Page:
Now you have have about 3 mins. This is due to the synthetic materials, furniture and construction materials that we use.

Fire spreads faster than ever. Having your door closed can save your life. It gives you more time to find a way out before the room fills with smoke or more time to be rescued. 

Having the door closed slows down the smoke, hear and fire itself.

One concern that people had with having the door was that they wouldn't be able to hear the alarm. The difference, in one study, showed that there was only a 17 decimal difference between the door closed and opened. It was still loud enought to hear the alarm in the room with the door closed.

Along with the alarm, having the door closed can save your life.

Get in the habit of closing the door.

Being Safe While Decorating for the Holidays!

12/11/2017 (Permalink)

Christmas trees - Are beautiful but can be deadly.  Check out this video. It's amazing how fast things can change. 

https://youtu.be/xr6b9b8FYKk

  • Between 2011-2015, U.S. fire departments responded to an average 200 home fires that started with Christmas trees per year. These fires caused an average of 6 deaths, 16 injuries, and $14.8 million in direct property damage annually.
  • On average, one of every 32 reported home fires that began with a Christmas tree resulted in a death, compared to an average of one death per 143 total reported home fires.
  • Electrical distribution or lighting equipment was involved in two of every five (40%) of home Christmas tree fires.
  • In one-quarter (26%) of the Christmas tree fires and in 80% of the deaths, some type of heat source, such as a candle or equipment, was too close to the tree.
  • One quarter (24%) of Christmas tree fires were intentional. 
  • Forty-two percent of reported home Christmas tree fires occurred in December and 37% were reported in January.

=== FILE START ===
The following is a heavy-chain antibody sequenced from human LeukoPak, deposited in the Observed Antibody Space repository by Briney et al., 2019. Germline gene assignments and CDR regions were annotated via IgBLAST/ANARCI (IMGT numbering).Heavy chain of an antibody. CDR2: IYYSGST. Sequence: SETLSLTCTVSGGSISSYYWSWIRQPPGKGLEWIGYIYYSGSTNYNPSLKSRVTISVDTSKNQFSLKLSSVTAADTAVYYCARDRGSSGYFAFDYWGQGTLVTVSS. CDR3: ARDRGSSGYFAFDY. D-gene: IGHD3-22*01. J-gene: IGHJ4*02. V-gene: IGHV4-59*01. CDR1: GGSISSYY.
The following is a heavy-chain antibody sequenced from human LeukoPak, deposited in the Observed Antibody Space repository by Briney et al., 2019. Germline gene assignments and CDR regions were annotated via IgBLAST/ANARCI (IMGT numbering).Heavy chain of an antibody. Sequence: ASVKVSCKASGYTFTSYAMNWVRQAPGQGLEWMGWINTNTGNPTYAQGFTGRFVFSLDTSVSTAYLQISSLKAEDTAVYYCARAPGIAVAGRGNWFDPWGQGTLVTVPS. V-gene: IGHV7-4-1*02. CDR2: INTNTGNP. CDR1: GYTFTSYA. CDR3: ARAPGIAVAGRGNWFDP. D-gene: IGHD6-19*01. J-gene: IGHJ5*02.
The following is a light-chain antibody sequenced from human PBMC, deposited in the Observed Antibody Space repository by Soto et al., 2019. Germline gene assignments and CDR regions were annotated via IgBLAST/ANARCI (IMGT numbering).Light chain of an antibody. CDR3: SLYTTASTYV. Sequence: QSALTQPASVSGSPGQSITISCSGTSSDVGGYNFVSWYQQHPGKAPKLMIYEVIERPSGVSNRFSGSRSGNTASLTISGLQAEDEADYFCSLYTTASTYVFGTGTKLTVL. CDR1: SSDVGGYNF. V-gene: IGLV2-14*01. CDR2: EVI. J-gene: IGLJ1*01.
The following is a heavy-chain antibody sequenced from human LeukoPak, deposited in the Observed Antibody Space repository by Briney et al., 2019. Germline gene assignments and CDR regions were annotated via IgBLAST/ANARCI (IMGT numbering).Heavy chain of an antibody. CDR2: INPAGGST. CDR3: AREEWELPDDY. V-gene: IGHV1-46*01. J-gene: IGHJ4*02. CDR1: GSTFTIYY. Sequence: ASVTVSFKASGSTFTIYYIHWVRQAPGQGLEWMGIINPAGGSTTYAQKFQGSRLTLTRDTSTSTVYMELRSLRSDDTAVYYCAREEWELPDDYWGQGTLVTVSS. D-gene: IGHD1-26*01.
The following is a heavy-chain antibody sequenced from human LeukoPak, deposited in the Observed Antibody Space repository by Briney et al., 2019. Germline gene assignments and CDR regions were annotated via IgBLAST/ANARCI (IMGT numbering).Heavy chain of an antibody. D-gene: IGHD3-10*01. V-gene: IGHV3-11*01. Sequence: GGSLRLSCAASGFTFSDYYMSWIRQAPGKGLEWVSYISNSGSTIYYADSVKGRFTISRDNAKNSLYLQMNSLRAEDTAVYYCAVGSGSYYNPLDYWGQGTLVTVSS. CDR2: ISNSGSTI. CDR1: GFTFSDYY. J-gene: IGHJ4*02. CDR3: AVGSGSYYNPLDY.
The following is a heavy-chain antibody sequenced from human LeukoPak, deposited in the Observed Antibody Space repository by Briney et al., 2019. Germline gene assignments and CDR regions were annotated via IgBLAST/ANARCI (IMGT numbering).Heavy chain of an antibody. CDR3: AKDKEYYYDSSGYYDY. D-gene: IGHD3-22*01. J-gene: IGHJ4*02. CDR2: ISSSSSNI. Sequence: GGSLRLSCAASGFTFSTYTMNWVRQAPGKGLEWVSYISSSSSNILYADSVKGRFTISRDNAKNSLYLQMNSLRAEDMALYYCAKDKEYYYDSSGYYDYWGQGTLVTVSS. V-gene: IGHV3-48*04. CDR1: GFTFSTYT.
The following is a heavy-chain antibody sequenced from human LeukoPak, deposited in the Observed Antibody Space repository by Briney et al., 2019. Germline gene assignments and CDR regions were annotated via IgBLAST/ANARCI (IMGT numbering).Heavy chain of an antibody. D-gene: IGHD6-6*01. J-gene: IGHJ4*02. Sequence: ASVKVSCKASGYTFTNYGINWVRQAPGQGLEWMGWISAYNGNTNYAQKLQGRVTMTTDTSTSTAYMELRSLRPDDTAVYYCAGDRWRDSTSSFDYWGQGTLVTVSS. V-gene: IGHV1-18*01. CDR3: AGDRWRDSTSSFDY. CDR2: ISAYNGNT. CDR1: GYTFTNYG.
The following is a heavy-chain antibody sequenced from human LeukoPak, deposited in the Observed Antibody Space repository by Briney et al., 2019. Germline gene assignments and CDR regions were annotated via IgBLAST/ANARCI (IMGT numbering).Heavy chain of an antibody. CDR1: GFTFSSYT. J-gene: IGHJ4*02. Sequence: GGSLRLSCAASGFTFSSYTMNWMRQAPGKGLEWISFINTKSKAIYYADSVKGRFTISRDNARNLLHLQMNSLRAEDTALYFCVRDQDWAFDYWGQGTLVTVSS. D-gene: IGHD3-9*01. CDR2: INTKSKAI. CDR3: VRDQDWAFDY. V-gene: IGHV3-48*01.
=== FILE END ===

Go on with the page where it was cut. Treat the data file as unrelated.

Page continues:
• More than one-third (37%) home Christmas tree fires started in the living room, family room, or den.

Source: NFPA's "Home Structure Fires Involving Christmas Trees" report

For many, the winter holidays are a time of joy, celebration and tradition. Decorating your home, yard or office is a fun, festive way to celebrate the season. A little planning can help you enjoy your display all season long. Following are some tips from Travelers Risk Consultants to help keep your family and friends safe around your decorative displays.

Planning your Holiday Display

  • Plan your display according to the number and location of available outlets, and avoid overloading electrical outlets.
  • Use lights that have been tested for safety – look for a certification mark from UL, CSA, ETL or other nationally-recognized laboratories. Consider using LED lights when possible – they run cooler, use less energy and last longer than incandescent lights.
  • Never exceed the maximum number of strings or devices that may be linked together, as indicated on decoration packaging.
  • Carefully inspect all lights and decorations for cracks, damaged sockets and loose or bare wires prior to use – these defects can cause a serious fire or shock.

Decorating Safely

  • When decorating the outside of your home, keep yourself, your decorations and equipment at least 10 feet from power lines. Make sure decorations are well-ventilated, protected from weather and a safe distance away from flammable items.
  • Use wooden or fiberglass ladders when putting up electrical décor and lights outside as metal ladders conduct electricity.
  • Unplug electric lights, devices and decorations before installing or replacing bulbs, changing parts or attempting other repairs.
  • Plug all outdoor lights and decorations into ground-fault circuit interrupters (GFCIs) to reduce the risk of electric shock. Portable GFCIs for outdoor use can be purchased where electrical supplies are sold.